“Perhaps because in the time since you left the island, you’ve become a kind of celebrity. You’re quite famous in academic circles these days. I might be able to use it.”
“Celebrity?” Riley made a rude sound. “Maybe I’ve accomplished what I set out to do in finding Helen and bringing her to everyone’s attention again. I’m proud of that.”
“You’ve also made contact with Eve Duncan, the foremost forensic sculptor in the world. That could be very valuable. She’s done extensive work in the past with historical restoration. She even did the sculpting on your Helen of Troy. You were lucky to get her. She’s quite wonderful.” She paused. “Don’t you think she might be intrigued by the stories that drew you to the island?”
“Perhaps,” Riley said slowly. “But she’s also a professional who has a career she cares about. Mere curiosity wouldn’t tempt her.”
“But friendship might, and the media has done a lot of talking about your relationship since you began setting up that London museum.”
She stiffened. “I wouldn’t impose.”
“Your choice. Then should we discuss Morgan Cade? Another very close friend who might prove useful. According to the media, he’s half Indiana Jones, half Robin Hood, and he has a special hatred of traffickers of both humans and animals. One of the richest men in the world, winner of a Congressional Medal of Honor, archaeologist, humanitarian, famous environmentalist and animal activist…” She paused. “That latter qualification alone might lure him to the island. And did I mention that almost every news story I’ve read lately can’t resist publishing a photo of you with Cade? Are you still living with him?”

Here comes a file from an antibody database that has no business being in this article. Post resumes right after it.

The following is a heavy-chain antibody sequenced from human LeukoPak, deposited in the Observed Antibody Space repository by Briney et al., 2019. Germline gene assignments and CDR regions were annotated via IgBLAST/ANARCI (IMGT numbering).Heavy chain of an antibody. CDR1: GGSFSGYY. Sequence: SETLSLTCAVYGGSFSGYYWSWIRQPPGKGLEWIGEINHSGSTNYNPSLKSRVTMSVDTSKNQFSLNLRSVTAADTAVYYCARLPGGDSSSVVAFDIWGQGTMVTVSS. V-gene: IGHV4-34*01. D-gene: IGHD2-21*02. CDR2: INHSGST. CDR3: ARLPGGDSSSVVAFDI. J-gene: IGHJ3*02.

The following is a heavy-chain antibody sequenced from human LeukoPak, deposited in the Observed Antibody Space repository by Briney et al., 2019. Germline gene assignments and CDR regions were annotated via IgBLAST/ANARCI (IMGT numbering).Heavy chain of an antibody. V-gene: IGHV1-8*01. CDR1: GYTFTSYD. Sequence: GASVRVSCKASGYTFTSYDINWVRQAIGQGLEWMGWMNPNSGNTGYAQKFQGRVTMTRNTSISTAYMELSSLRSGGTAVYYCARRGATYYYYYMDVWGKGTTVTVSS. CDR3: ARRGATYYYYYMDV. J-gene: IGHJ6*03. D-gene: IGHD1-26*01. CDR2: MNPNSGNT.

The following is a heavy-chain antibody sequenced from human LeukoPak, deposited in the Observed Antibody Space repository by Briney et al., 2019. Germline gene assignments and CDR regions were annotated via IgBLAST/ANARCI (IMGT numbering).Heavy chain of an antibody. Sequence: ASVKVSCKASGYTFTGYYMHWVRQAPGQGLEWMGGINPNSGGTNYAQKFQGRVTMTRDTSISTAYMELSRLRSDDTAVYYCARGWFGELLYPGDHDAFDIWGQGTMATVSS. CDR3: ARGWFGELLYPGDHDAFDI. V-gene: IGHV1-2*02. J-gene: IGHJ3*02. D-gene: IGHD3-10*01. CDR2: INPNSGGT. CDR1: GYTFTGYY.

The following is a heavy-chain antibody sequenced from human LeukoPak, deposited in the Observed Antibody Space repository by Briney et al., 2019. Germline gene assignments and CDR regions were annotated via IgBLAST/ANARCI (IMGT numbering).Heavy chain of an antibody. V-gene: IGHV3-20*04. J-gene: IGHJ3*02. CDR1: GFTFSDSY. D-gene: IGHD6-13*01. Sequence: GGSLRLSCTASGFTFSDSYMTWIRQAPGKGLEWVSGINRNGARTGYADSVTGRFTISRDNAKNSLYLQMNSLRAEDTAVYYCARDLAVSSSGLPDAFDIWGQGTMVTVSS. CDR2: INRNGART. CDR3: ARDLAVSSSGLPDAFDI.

“That’s none of your business, Maya. Are you trying to make me angry?”
“No, I’m trying to be honest.” She added wearily, “And I’m trying to point out that I might be ruthless enough to attempt getting any help available if I need it. I’m trying to warn you in case you want to tell me to go to hell. I don’t want you to do anything against your principles, but I also don’t want to put you in danger if I don’t have to.” She tried to smile. “I won’t deny I’m in trouble, but I believe I can still come out on top with a little help from my friends… and your friends. If it turns out to be just the two of us, we might still make it. After all, you found Helen. I think you might be able to find Silvana. I have my own guards on the island, but I don’t want them hurt. You’ll remember they helped keep you and your father alive. Now I’m going to hang up and let you think about whether you want to help me. If you’re smart, you’ll probably turn me down. Regardless, I want your promise not to discuss me or the island with anyone else. Okay?”
“Of course. But I don’t really know what’s happening with you, dammit.”